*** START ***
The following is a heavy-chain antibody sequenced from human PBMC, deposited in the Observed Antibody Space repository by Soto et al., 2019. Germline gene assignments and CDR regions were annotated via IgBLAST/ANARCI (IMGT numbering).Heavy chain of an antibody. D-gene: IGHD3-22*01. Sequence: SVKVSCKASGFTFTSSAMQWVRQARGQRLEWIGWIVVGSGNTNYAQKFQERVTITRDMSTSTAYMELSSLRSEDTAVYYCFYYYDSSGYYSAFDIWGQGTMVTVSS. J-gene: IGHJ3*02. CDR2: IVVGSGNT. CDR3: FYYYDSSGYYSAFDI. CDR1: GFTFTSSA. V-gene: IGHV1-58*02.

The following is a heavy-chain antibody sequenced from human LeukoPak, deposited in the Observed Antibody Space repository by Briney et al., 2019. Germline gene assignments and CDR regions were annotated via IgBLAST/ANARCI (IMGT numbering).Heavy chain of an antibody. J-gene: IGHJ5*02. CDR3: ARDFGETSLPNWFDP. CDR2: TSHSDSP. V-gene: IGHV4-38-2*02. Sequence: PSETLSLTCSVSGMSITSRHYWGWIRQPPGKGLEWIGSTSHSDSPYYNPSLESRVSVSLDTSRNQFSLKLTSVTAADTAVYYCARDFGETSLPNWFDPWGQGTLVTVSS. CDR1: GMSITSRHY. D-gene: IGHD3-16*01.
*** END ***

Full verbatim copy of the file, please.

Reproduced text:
The following is a heavy-chain antibody sequenced from human PBMC, deposited in the Observed Antibody Space repository by Soto et al., 2019. Germline gene assignments and CDR regions were annotated via IgBLAST/ANARCI (IMGT numbering).Heavy chain of an antibody. D-gene: IGHD3-22*01. Sequence: SVKVSCKASGFTFTSSAMQWVRQARGQRLEWIGWIVVGSGNTNYAQKFQERVTITRDMSTSTAYMELSSLRSEDTAVYYCFYYYDSSGYYSAFDIWGQGTMVTVSS. J-gene: IGHJ3*02. CDR2: IVVGSGNT. CDR3: FYYYDSSGYYSAFDI. CDR1: GFTFTSSA. V-gene: IGHV1-58*02.

The following is a heavy-chain antibody sequenced from human LeukoPak, deposited in the Observed Antibody Space repository by Briney et al., 2019. Germline gene assignments and CDR regions were annotated via IgBLAST/ANARCI (IMGT numbering).Heavy chain of an antibody. J-gene: IGHJ5*02. CDR3: ARDFGETSLPNWFDP. CDR2: TSHSDSP. V-gene: IGHV4-38-2*02. Sequence: PSETLSLTCSVSGMSITSRHYWGWIRQPPGKGLEWIGSTSHSDSPYYNPSLESRVSVSLDTSRNQFSLKLTSVTAADTAVYYCARDFGETSLPNWFDPWGQGTLVTVSS. CDR1: GMSITSRHY. D-gene: IGHD3-16*01.